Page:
Sitting shiva, mourning for a child who has intermarried, has never brought a child or his or her children back to the fold. But what has helped keep the Jewish family members of an interfaith family into the fold has been the support and embrace of the extended Jewish family. Whether or not a synagogue will welcome a non-Jewish spouse into its midst is simply not an important consideration for the overwhelming majority of those contemplating intermarriage. But once the intermarriage has taken place, how we welcome them can make a huge difference in the Jewish life of this family and whether or not it will have Jewish children.

In Shearith Israel, non-Jewish spouses have become regular attendees of Shabbat (Sabbath) services. Many attend our adult education classes in order to learn more about Judaism, and after a few years of participation, some have decided to convert (no pressure, I promise)--some after fifteen years of marriage! If the mother is not Jewish, I will convert the children providing the mother sign a declaration promising to raise her children as Jews, faithful to Jewish tradition. This of course, I tell them, must include one of the most difficult of religious tasks--carpooling the children to religious school.

The children of interfaith couples are thus full participants in synagogue life. They attend our religious school, participate in youth services and programs, and regularly lead services and read Torah after their Bar/Bat Mitzvah, as do other children. No stigma is attached to them and disparaging remarks are not tolerated.

How often, in the wake of the Holocaust, have we agonized over our declining numbers and in the decline in Jewish observance? My revered teacher, Rabbi Joseph Soleveichik, taught that we are called the Children of Israel, who was Jacob, and not the Children of Abraham or Isaac, because it was only Israel who had a lasting relationship with his grandchildren. The barometer of Jewish survival is perhaps through our grandchildren. Several years ago there was a survey of intermarried grandparents in Philadelphia. Not one of the grandparents surveyed had a grandchild that was being raised as a Jew today. Perhaps this has something to do with the attitudes of that past generation. My experience has shown me that this does not have to be!

I'm not saying that synagogues should promote or condone intermarriage. Quite the contrary. But the truth is that intermarriage is not going away, and we cannot afford to abandon any Jewish soul. The non-Jewish spouse is not our enemy. He or she also has a soul created in the image of God and might have been attracted to marry a Jew because of a conscious or sub-conscious affinity for Judaism. Only if we welcome these families and show them the joy and the beauty of Jewish life will we have a chance that all our grandsons and granddaughters will be Jewish.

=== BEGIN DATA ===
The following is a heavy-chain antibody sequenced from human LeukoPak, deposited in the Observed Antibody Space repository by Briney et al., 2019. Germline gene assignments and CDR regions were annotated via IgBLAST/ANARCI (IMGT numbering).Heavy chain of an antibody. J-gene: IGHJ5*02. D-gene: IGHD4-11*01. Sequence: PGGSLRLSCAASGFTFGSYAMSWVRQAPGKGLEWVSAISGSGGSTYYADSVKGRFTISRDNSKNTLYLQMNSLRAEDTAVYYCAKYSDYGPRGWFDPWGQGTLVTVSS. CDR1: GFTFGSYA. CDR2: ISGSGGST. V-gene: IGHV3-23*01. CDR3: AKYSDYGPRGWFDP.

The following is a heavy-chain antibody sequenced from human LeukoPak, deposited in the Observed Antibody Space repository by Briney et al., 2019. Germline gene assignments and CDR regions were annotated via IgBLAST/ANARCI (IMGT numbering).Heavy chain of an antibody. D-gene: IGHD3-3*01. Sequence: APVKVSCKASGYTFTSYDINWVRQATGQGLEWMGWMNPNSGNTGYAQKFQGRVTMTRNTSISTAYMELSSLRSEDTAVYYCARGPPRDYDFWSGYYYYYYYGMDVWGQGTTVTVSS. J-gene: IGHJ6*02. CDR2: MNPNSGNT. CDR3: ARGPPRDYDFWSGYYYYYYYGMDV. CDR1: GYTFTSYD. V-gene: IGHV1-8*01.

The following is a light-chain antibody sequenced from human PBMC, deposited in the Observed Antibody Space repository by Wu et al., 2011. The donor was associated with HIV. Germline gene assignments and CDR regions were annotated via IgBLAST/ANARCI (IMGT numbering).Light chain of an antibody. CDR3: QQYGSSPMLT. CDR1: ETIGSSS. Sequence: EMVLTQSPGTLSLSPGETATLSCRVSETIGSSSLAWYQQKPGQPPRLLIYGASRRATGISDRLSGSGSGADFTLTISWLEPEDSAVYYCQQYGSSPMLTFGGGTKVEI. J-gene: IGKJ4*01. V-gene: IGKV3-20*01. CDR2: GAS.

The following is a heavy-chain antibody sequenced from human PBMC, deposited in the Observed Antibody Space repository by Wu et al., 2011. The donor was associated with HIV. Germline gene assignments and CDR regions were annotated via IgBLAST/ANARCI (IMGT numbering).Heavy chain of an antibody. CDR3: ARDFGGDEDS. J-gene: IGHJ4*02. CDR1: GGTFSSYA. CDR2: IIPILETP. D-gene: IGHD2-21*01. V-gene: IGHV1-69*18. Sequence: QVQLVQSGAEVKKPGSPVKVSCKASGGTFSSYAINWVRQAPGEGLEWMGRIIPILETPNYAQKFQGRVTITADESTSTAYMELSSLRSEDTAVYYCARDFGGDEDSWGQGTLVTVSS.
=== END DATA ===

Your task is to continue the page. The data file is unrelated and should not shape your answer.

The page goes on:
Hebrew for "daughter of the commandments." In modern Jewish practice, Jewish girls come of age at 12 or 13. When a girl comes of age, she is officially a bat mitzvah and considered an adult. The term is commonly used as a short-hand for the bat mitzvah's coming-of-age ceremony and/or celebration. The male equivalent is "bar mitzvah." Derived from the Greek word for "assembly," a Jewish house of prayer. Synagogue refers to both the room where prayer services are held and the building where it occurs. In Yiddish, "shul." Reform synagogues are often called "temple." A divider (such as a curtain or barrier) that separates men and women at prayer. The Jewish Sabbath, from sunset on Friday to nightfall on Saturday. Hebrew, literally, for "sitting," refers to a Jewish educational institution that focuses on the study of traditional religious texts (including Torah and Talmud study). A yeshiva can be a day school for elementary or high school students, or a place of study for adults. Traditionally, a yeshiva was attended by boys/men only; more recently, yeshivas have opened for girls/women and even co-ed yeshivas now exist. Hebrew for "fit" (as in, "fit for consumption"), the Jewish dietary laws. Hebrew for "my master," the term refers to a spiritual leader and teacher of Torah. Often, but not always, a rabbi is the leader of a synagogue congregation. The first five books of the Hebrew Bible (Genesis, Exodus, Leviticus, Numbers, Deuteronomy), or the scroll that contains them.

Rabbi Mark Hillel Kunis is rabbi of Congregation Shaarei Shamayim in Atlanta, Georgia. When this article was written, he had been rabbi of Congregation Shearith Israel in Atlanta, Georgia for 12 years. Ordained in 1973 at the Rabbi Isaac Elchanan Theological Seminary of Yeshiva University, Rabbi Kunis is a past president and founder of Morasha, the Rabbinic Fellowship of the Union for Traditional Judaism.